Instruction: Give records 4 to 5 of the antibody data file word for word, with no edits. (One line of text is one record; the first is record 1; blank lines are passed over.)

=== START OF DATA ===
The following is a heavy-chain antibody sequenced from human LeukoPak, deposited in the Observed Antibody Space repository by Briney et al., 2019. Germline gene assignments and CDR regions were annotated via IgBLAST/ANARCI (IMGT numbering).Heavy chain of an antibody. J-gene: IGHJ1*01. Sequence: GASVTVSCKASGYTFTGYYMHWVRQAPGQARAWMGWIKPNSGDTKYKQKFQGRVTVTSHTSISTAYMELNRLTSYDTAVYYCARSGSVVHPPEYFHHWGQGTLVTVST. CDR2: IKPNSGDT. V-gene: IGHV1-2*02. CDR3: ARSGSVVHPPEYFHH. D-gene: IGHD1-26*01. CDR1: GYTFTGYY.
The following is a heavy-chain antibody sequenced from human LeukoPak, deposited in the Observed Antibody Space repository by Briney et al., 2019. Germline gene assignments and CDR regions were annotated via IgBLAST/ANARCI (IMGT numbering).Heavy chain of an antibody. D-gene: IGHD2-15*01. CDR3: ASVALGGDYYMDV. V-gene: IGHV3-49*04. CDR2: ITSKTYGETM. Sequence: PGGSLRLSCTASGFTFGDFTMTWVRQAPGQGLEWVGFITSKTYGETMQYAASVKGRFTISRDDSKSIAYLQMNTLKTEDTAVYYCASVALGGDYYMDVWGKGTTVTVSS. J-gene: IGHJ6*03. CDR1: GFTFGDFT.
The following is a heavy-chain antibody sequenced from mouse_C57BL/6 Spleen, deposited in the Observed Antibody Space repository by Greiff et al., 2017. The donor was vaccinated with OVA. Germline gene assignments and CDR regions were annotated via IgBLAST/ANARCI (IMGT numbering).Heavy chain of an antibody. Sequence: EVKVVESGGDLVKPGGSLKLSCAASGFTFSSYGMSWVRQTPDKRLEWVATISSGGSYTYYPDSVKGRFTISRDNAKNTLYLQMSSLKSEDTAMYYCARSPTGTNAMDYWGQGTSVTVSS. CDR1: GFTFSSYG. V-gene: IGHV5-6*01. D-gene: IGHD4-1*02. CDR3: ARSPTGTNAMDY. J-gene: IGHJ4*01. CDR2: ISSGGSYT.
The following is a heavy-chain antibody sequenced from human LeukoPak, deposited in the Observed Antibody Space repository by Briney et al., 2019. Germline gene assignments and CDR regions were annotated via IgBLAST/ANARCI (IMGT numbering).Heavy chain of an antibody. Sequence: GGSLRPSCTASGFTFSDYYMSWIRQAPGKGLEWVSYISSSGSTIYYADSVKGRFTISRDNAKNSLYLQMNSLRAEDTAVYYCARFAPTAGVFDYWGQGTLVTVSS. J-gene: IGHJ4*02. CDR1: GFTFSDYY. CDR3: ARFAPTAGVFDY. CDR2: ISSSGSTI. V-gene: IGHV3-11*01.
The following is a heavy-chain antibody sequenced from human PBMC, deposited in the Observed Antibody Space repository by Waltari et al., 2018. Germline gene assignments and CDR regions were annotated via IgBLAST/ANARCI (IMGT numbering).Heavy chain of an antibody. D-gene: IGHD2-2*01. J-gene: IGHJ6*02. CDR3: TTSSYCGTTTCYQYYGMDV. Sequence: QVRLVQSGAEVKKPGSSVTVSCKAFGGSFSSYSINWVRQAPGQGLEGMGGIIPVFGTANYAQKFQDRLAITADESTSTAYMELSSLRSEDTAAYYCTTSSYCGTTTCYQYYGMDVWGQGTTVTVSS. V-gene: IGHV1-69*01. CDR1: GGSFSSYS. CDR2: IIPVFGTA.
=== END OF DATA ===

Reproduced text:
The following is a heavy-chain antibody sequenced from human LeukoPak, deposited in the Observed Antibody Space repository by Briney et al., 2019. Germline gene assignments and CDR regions were annotated via IgBLAST/ANARCI (IMGT numbering).Heavy chain of an antibody. Sequence: GGSLRPSCTASGFTFSDYYMSWIRQAPGKGLEWVSYISSSGSTIYYADSVKGRFTISRDNAKNSLYLQMNSLRAEDTAVYYCARFAPTAGVFDYWGQGTLVTVSS. J-gene: IGHJ4*02. CDR1: GFTFSDYY. CDR3: ARFAPTAGVFDY. CDR2: ISSSGSTI. V-gene: IGHV3-11*01.
The following is a heavy-chain antibody sequenced from human PBMC, deposited in the Observed Antibody Space repository by Waltari et al., 2018. Germline gene assignments and CDR regions were annotated via IgBLAST/ANARCI (IMGT numbering).Heavy chain of an antibody. D-gene: IGHD2-2*01. J-gene: IGHJ6*02. CDR3: TTSSYCGTTTCYQYYGMDV. Sequence: QVRLVQSGAEVKKPGSSVTVSCKAFGGSFSSYSINWVRQAPGQGLEGMGGIIPVFGTANYAQKFQDRLAITADESTSTAYMELSSLRSEDTAAYYCTTSSYCGTTTCYQYYGMDVWGQGTTVTVSS. V-gene: IGHV1-69*01. CDR1: GGSFSSYS. CDR2: IIPVFGTA.